VISIOn of a similar character to that under which tlIe indictment was ·retiIrned,btit' of different phraseology, and not under section 3894. ,Judge Showalter, upon the he3,ring, overruled these objeotions, and discharged the writ. Whereupon the prisoner on the same day prayed and was allowed an appeal to this court, upon his giving a bond within 10 days in the sum of $6,000. Afterwards, the complying with the order with respect to a bond within the time required, and which was necessary to stay proceedings on the warrant, was transported by the marshal and delivered to the marshal for the Southern district of Iowa, where he was tried under the indictment, found guilty, and sentenced to a term of imprisonment in the state prison in that state, where he has since remained. On May 2, 1896, two weeks after the time for so doing had expired, the prisoner, by his counsel, filed a bond as upon an appeal under the order made on April 9th; and this court is now asked to review the deCision of the circuit court discharging the writ, as though an appeal had been perfected within the time allowed by the order so as to stay proceedings. This we cannot do. By failing to perfect his appeal within the time required, so that it should operate as a supersedeas, the prisoner suffered himself to be transported out of the state, and beyond the jurisdiction of the circuit court, which thereby lost control of hill person. Under these circumstances, it is apparent that the case, as it now stands, is a moot case, pure and simple. This court cannot be led to the decision of abstract questions of law, where the right of a party to the litigation is not de· pendent upon, and cannot beaffeated by, the decision. No judgment which this court might render could affect in the slightest de,gree the judgment of the court in Iowa, or change in any respect the statuB of· the prisoner. The appeal is dismissed.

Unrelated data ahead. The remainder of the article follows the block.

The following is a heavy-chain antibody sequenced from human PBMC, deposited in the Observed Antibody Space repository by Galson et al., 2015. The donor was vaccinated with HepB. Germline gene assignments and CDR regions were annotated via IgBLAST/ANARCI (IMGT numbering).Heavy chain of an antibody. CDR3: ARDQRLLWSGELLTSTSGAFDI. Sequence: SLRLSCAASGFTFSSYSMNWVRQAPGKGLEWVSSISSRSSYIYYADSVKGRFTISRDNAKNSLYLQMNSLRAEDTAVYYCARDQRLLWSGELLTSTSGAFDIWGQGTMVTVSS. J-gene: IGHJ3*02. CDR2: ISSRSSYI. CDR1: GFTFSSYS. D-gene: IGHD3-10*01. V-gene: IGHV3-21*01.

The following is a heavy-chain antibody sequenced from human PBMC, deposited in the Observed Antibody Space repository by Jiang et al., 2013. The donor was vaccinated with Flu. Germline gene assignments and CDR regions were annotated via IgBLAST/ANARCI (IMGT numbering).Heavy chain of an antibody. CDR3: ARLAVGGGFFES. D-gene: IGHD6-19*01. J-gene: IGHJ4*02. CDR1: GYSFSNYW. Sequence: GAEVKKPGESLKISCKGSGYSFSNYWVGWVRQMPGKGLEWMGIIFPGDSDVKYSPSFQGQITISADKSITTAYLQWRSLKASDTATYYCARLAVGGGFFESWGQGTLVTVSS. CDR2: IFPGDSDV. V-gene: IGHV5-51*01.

CITY OF INDIANAPOLIS, IND., et October 13, 1897.)
(Circuit Court, D. Indiana.
REMOVAL 011' CAUSES-JOINT AND SEVERAL CAUSE OF ACTION-JOINT ACTION
Where a plaintUf sue either jointly or severally, and elects to sue jointly, the cause of action, as respects jurisdiction, becomes joint; and a defendant who, it sued alone, might have the cause removed to the United States circuit court, cannot claim such rig'ht unless each of the defendants Is entitled to claim the federal jurisdiction. Where the allegations of a complaint against a city and a contractor show that the contractor built and maintained a dangerous and defective sideWalk, under the direction and superVision of the city, it shows a joint concurrence in the construction of the walk and knowledge of its defective and dangerous character, and the l1ab1l1ty of both defendants !B primary. Outside of positive law, no obligation rests on a lot owner to keep the sidewalk or street in front of his lot in good repair, and IlU liabilit;1 fur injuries resulting from a failure to do lI().
DEFEOTIVE SIDEWALK-JOINT LIABILITY OF CITY AND PERSON CONSTRUCTING.
NEGLIGENOlll-STREETI AND SIDJllWALKB-OBLIGATIONS AND LIABILITY OF Lo'l OWNER.